The international community is committed to helping partner countries meet the Millennium Development Goal of halving global poverty by 2015. The good practices outlined in these volumes respond to the concerns of the effective use of aid and provide practical steps to be undertaken.
The results of the OECD-DAC survey on progress in harmonisation and alignment.
Translating the Monterrey Consensus into Practice: the Contribution by the European Union.
In 2011 the international development community committed to make development co-operation more effective to deliver better results for the world’s poor. At the mid-point between commitments endorsed in the High-Level Forum in Busan, Korea in 2011 and the 2015 target date of the Millennium Development Goals, this report takes stock of how far we have come and where urgent challenges lie.
This report - a first snapshot of the state-of-play since Busan - reveals both successes and shortfalls. It draws on the ten indicators of the Global Partnership monitoring framework. Despite global economic turbulence, changing political landscapes and domestic budgetary pressure, commitment to effective development co-operation principles remains strong. Longstanding efforts to change the way that development co-operation is delivered are paying off. Past achievements on important aid effectiveness commitments that date back to 2005 have been sustained. Nevertheless, much more needs to be done to translate political commitments into concrete action. This report highlights where targeted efforts are needed to make further progress and to reach existing targets for more effective development co-operation by 2015.
In the Accra Agenda for Action (2008), donors and developing country governments commit to deepening their engagement with civil society organisations (CSOs). Better aid requires a broader understanding of the aid effectiveness agenda and a place for CSOs as development actors in their own right and as aid donors, recipients and partners. This book is a resource for implementing the recommendations on civil society and aid effectiveness emerging from the Accra High Level Forum and its preparatory process. These recommendations address a broad community, including developing country governments, donors, and CSOs from developing and developed countries.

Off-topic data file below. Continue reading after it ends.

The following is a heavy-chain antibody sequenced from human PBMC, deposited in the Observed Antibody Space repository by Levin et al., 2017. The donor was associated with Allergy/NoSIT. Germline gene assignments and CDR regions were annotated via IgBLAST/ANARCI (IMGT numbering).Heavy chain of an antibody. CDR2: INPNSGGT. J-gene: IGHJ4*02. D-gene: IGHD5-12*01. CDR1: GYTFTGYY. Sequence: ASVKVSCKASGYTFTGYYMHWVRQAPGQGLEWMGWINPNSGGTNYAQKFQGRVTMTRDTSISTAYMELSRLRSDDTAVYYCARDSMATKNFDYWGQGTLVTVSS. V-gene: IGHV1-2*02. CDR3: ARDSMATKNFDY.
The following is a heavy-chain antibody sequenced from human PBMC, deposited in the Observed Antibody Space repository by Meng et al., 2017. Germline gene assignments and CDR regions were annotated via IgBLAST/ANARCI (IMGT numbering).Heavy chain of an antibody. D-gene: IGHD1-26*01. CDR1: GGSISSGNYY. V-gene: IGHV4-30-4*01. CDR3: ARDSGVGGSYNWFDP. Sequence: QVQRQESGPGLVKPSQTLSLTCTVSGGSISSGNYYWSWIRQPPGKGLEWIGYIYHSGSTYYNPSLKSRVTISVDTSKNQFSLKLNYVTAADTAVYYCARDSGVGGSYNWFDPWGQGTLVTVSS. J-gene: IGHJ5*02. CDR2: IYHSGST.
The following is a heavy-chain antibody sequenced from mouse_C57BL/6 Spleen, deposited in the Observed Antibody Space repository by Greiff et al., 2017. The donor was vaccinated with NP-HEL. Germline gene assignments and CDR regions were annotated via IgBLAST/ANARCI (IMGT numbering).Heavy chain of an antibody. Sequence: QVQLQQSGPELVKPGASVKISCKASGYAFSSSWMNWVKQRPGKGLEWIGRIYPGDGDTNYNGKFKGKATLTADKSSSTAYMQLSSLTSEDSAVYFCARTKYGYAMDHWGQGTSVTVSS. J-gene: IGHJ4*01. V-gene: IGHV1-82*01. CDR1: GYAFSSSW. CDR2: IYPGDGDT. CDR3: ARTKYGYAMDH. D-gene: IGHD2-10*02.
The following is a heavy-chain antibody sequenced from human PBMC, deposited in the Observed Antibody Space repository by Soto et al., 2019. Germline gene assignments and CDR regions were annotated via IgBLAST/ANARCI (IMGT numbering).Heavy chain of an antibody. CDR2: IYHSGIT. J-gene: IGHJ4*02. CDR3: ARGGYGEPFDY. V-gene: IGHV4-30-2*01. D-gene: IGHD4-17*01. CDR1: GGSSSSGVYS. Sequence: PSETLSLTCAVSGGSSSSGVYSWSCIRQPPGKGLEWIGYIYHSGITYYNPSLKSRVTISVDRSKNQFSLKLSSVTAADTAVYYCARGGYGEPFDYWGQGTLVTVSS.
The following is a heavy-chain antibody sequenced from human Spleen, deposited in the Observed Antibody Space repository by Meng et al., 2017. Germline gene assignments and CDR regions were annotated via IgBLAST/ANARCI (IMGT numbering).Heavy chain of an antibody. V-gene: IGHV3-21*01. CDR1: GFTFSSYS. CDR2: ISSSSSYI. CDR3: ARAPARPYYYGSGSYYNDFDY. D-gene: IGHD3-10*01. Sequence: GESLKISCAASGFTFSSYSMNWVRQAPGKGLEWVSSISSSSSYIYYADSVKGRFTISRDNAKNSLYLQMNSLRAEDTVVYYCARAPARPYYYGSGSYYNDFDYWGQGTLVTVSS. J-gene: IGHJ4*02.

After three days of intense negotiations (Accra, Ghana, 2-4 Sept) developed and developing countries endorsed the Accra Agenda for Action.
Aid plays an important role in reducing poverty and inequality, stimulating growth, building capacity, promoting human development and accelerating the achievement of the Millennium Development Goals. Effective aid is critical both to maximise the impact of aid and to achieve long-term, sustainable development.
Aid to the health sector has increased substantially over the last 20 years from USD 5 billion in 1990 to USD 21.8 billion in 2007. Consisting of a growing and diverse range of actors, aid to the health sector faces complex governance and management challenges: for example, donors inadvertedly invest in duplicate and fragmented efforts, while partners are unable to take full responsibility and leadership. By reviewing these challenges against the aid effectiveness principles outlined in the landmark 2005 Paris Declaration and 2008 Accra Agenda for Action, this report provides insight and expounds lessons from the health sector to the broader challenges of aid effectiveness. Health, then, is used as a “tracer” sector to help assess the risks and benefits of the diverse range of actors, and promote co-ordination and coherence among development programmes.
This work is the result of a collaboration between the Working Party on Aid Effectiveness – an inclusive, international forum with the aim of improving aid delivery – through its Task Team on Health as a Tracer Sector and the World Trade Organization.